Fig. 12 Fig. 13
3 B.U (left) to 2 B.U. (right) New rings added
Next, connect these two rings together,
pulling the maille in closer (Fig. 14). Now, add two more rings, hooking your
rows to the center ring (Fig. 15).
Fig. 14 Fig. 15
New ring added (center) Outside rows connected
Finally, connect your two rows to each other as usual, and continue down the row (Fig. 16), and you’re done!
3-row to 2-row completed
Oddly enough, despite the added number of rings, expansions and contractions in European 6-in-1 are really not all that much different than in 4-in-1. The main difference is in how many rings the expansion/contraction rings must pass through. It just takes a little more attention to detail, however, and shouldn’t be that difficult.
NOTE: For the purposes of this article, I’m only going to cover expansions/ contractions on the X-axis. The reason for this is that Euro 6-in-1 was only used in period for the collars on standards and some hauberks. 6-in-1 was used because the denser weave would stand up on its own to protect the neck better. As a result, the only taper needed would be along the X-axis.
*** All of the demonstration pieces for this section were provided by my student, Miles Magus (MKA Louis Soetaert). ***
To expand a strip of 6-in-1, we start with the
row to be expanded (Fig. 17). Next, starting with the end of the row, we count 4
and add an expansion ring. The difference between the 4-in-1 expansions and 6-in-1 is that in 6-in-1, the expansion ring will pass through
two rings instead of only one. Now count 4 rings and add another expansion ring, and so on until you reach the end of the strip (Fig. 18).
Fig. 17 Fig. 18
6-in-1 strip Expansion rings added
Finally, add the next row of 6-in-1 as normal,
counting the expansion rings the same as you did on the 4-in-1. The next row of
will be longer, and the result will look like this (Fig. 19):
To contract a row of 6-in-1, you’ll follow
much the same process as you did to contract 4-in-1. However, where in 4-in-1 it
a simple matter of contracting by 1 and ½ B.U.’s, in 6-in-1 it’s not quite that easy. The odd number of rings in each basic unit adds
a new challenge to this process. You’ll find that it’s a challenge that can be overcome, though.
To contract 6-in-1, we’ll start with a strip
of 6-in-1 just as we did with the expansions (Fig. 20). To this we’ll add our
rings (Fig. 21). The contracting rings take a little more attention here than they did in the 4-in-1, because of the odd number of rings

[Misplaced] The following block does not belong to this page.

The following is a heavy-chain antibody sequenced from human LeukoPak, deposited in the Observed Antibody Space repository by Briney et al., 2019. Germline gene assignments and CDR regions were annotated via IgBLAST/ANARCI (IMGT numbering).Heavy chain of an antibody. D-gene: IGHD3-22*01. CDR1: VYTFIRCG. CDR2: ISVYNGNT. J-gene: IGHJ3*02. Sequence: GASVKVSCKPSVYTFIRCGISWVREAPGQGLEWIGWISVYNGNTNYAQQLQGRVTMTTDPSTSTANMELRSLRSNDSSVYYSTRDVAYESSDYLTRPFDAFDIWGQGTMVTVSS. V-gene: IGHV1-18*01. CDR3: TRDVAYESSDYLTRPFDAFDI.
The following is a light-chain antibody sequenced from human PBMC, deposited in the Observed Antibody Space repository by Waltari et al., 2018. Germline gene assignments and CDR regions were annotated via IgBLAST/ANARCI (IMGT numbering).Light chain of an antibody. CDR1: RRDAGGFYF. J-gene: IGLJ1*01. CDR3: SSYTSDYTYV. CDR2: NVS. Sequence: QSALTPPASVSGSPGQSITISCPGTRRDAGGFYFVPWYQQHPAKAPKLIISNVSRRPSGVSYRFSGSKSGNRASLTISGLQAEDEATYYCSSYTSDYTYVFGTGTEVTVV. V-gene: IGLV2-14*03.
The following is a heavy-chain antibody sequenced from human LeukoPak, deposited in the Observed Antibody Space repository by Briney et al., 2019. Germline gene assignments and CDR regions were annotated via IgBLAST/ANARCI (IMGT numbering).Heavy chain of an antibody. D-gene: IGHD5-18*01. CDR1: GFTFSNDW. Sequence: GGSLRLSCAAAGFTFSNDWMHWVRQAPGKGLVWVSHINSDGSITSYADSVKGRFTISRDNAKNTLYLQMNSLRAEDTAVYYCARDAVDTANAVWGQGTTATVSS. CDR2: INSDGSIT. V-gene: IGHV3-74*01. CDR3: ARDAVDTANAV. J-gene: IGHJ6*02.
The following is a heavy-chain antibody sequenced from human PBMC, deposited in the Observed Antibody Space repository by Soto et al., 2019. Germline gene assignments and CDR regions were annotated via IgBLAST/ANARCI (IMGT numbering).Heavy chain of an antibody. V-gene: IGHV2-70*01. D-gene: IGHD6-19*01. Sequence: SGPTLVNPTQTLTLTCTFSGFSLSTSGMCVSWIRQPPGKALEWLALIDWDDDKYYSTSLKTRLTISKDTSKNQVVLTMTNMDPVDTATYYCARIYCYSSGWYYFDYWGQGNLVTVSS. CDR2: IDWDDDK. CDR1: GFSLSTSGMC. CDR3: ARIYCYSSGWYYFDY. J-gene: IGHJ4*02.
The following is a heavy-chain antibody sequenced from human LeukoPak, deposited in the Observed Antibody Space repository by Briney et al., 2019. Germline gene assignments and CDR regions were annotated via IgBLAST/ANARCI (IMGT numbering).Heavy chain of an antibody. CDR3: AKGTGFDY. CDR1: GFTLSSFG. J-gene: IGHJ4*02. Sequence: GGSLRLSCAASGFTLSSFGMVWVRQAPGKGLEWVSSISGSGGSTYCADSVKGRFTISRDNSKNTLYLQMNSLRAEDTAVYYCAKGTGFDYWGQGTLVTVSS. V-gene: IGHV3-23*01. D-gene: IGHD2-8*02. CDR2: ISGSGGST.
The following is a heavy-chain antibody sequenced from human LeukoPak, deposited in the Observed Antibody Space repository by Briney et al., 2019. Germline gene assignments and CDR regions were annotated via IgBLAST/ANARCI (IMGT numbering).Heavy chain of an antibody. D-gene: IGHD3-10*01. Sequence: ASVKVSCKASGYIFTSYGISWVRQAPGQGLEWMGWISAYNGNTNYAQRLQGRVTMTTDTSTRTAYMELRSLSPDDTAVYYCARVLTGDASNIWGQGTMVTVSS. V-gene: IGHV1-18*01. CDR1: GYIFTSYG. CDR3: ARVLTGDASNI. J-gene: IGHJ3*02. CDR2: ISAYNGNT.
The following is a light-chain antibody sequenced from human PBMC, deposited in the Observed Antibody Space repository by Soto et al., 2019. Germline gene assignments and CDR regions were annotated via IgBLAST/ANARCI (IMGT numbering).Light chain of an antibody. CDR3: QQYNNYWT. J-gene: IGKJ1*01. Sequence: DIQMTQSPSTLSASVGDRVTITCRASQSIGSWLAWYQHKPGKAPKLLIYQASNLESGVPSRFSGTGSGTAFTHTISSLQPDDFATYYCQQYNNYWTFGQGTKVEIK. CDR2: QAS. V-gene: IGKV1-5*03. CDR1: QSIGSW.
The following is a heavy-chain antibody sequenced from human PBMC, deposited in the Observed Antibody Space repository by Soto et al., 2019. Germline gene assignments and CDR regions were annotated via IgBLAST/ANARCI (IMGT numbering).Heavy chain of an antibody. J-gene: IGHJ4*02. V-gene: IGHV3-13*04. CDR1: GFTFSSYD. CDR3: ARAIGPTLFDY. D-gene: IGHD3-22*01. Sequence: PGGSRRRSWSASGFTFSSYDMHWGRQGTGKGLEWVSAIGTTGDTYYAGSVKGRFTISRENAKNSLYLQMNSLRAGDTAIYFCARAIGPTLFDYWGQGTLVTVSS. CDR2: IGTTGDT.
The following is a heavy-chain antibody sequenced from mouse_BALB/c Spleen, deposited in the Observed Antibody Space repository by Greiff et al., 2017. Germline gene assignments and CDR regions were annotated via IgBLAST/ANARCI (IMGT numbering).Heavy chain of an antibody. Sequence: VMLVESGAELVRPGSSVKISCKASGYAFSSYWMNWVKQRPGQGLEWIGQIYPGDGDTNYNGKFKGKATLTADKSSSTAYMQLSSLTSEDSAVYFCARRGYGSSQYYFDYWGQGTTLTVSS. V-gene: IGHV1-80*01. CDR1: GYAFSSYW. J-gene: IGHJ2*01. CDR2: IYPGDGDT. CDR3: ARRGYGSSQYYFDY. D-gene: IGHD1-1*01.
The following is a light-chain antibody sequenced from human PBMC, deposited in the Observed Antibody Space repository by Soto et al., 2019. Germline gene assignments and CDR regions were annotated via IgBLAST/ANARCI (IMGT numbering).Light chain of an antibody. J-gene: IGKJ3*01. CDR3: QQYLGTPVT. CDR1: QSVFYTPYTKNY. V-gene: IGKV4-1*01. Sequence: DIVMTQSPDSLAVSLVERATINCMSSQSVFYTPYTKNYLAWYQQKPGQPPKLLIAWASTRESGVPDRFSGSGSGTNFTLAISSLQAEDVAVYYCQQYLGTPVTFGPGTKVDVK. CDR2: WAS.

in each unit. Starting from one end of the row, count three rings over (that’s your first BU), then three more rings (second BU), then
two more, and put your first contraction ring through the second BU and the two rings. Next, count three more rings over (1 BU space
between contractions), then another three rings, then just one more ring, and put your next contraction through these four. Continue
in this fashion (5-ring then 4-ring contractions, with at least 1 whole BU’s between them) until you’ve reached the end of the piece.
Fig 20 Fig 21
6-in-1 strip 6-in-1 strip with contractions
Finally, just add your next row of 6-in-1 as
usual, and you’re done (Fig. 22)! You’ll notice how the next row down is shorter
of the contractions.
If this seems confusing, don’t worry too much about it. In reality, 6-in-1 contractions are rare, as 6-in-1 was usually used on the collars of hauberks and on standards, so the natural construction of it is to expand from the hem to the base, where the neck gets wider into the shoulders. You may never need to contract 6-in-1. I include it here for purposes of completeness.
Well, that wraps it up for this month’s “Blackmaille”. I had intended to have a section on odd seams, but as this article was already running eight pages and 22 pictures, I decided to cut it off here and write a separate article for the seams. So, join me next month for everything you ever wanted to know about odd seams, including how to join 4-in-1 to 6-in-1, hauberk armpit seams, and more! Thanks for joining me for another month!
Lord Thomas the Black
of House Leatherwolf
“Artifax Ars Monstret”
Back to the Blackmaille Webpage
Back to the Cúm an Iolair Information Webpage
Articles: ©2003, 2004, 2005, 2006
Thomas Becket/Lord Thomas the Black
Hosting: ©2003, 2004, 2005, 2006 Ron Knight/Modar Neznanich